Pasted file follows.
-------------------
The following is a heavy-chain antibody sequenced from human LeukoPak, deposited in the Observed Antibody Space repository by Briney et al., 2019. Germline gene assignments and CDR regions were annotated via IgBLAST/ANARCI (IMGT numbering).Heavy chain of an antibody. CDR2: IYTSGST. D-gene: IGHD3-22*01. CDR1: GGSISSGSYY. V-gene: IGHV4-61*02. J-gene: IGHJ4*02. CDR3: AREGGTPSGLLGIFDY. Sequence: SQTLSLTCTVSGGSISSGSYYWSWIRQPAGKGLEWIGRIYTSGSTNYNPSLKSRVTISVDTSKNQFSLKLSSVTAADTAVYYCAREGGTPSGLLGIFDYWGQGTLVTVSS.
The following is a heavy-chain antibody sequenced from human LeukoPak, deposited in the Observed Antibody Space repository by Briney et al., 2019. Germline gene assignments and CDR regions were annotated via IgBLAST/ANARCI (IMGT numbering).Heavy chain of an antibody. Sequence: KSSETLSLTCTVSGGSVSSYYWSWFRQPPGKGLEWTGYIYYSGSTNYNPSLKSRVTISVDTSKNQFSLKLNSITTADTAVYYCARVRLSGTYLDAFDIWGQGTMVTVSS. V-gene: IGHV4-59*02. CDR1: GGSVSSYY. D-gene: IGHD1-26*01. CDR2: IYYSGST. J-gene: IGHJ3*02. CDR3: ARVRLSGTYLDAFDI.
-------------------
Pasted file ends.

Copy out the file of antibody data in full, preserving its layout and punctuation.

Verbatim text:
The following is a heavy-chain antibody sequenced from human LeukoPak, deposited in the Observed Antibody Space repository by Briney et al., 2019. Germline gene assignments and CDR regions were annotated via IgBLAST/ANARCI (IMGT numbering).Heavy chain of an antibody. CDR2: IYTSGST. D-gene: IGHD3-22*01. CDR1: GGSISSGSYY. V-gene: IGHV4-61*02. J-gene: IGHJ4*02. CDR3: AREGGTPSGLLGIFDY. Sequence: SQTLSLTCTVSGGSISSGSYYWSWIRQPAGKGLEWIGRIYTSGSTNYNPSLKSRVTISVDTSKNQFSLKLSSVTAADTAVYYCAREGGTPSGLLGIFDYWGQGTLVTVSS.
The following is a heavy-chain antibody sequenced from human LeukoPak, deposited in the Observed Antibody Space repository by Briney et al., 2019. Germline gene assignments and CDR regions were annotated via IgBLAST/ANARCI (IMGT numbering).Heavy chain of an antibody. Sequence: KSSETLSLTCTVSGGSVSSYYWSWFRQPPGKGLEWTGYIYYSGSTNYNPSLKSRVTISVDTSKNQFSLKLNSITTADTAVYYCARVRLSGTYLDAFDIWGQGTMVTVSS. V-gene: IGHV4-59*02. CDR1: GGSVSSYY. D-gene: IGHD1-26*01. CDR2: IYYSGST. J-gene: IGHJ3*02. CDR3: ARVRLSGTYLDAFDI.